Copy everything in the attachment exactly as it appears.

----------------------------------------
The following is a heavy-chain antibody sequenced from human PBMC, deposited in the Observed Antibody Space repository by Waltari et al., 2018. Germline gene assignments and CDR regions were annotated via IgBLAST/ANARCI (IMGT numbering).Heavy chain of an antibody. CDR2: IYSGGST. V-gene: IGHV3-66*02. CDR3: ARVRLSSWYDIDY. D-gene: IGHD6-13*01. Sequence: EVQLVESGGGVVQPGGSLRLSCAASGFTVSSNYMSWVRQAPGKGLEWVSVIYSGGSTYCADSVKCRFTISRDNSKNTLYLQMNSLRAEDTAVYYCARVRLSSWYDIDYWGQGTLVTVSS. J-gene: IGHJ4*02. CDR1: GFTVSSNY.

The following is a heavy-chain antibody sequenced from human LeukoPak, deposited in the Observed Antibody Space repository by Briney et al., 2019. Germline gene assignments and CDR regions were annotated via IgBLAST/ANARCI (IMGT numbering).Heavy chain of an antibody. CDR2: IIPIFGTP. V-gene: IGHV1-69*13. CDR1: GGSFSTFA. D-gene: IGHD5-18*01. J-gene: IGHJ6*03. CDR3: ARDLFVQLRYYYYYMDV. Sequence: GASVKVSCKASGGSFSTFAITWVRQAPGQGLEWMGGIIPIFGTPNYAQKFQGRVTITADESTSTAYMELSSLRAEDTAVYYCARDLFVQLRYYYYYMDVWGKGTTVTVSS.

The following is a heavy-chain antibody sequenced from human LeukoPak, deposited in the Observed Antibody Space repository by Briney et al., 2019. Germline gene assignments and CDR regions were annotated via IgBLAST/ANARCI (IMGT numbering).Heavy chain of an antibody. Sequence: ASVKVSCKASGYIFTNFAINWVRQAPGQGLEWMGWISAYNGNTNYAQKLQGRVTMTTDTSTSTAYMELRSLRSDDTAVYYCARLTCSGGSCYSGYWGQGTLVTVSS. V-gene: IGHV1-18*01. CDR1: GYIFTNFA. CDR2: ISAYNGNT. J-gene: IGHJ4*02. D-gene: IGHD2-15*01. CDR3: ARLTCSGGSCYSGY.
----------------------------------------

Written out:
The following is a heavy-chain antibody sequenced from human PBMC, deposited in the Observed Antibody Space repository by Waltari et al., 2018. Germline gene assignments and CDR regions were annotated via IgBLAST/ANARCI (IMGT numbering).Heavy chain of an antibody. CDR2: IYSGGST. V-gene: IGHV3-66*02. CDR3: ARVRLSSWYDIDY. D-gene: IGHD6-13*01. Sequence: EVQLVESGGGVVQPGGSLRLSCAASGFTVSSNYMSWVRQAPGKGLEWVSVIYSGGSTYCADSVKCRFTISRDNSKNTLYLQMNSLRAEDTAVYYCARVRLSSWYDIDYWGQGTLVTVSS. J-gene: IGHJ4*02. CDR1: GFTVSSNY.

The following is a heavy-chain antibody sequenced from human LeukoPak, deposited in the Observed Antibody Space repository by Briney et al., 2019. Germline gene assignments and CDR regions were annotated via IgBLAST/ANARCI (IMGT numbering).Heavy chain of an antibody. CDR2: IIPIFGTP. V-gene: IGHV1-69*13. CDR1: GGSFSTFA. D-gene: IGHD5-18*01. J-gene: IGHJ6*03. CDR3: ARDLFVQLRYYYYYMDV. Sequence: GASVKVSCKASGGSFSTFAITWVRQAPGQGLEWMGGIIPIFGTPNYAQKFQGRVTITADESTSTAYMELSSLRAEDTAVYYCARDLFVQLRYYYYYMDVWGKGTTVTVSS.

The following is a heavy-chain antibody sequenced from human LeukoPak, deposited in the Observed Antibody Space repository by Briney et al., 2019. Germline gene assignments and CDR regions were annotated via IgBLAST/ANARCI (IMGT numbering).Heavy chain of an antibody. Sequence: ASVKVSCKASGYIFTNFAINWVRQAPGQGLEWMGWISAYNGNTNYAQKLQGRVTMTTDTSTSTAYMELRSLRSDDTAVYYCARLTCSGGSCYSGYWGQGTLVTVSS. V-gene: IGHV1-18*01. CDR1: GYIFTNFA. CDR2: ISAYNGNT. J-gene: IGHJ4*02. D-gene: IGHD2-15*01. CDR3: ARLTCSGGSCYSGY.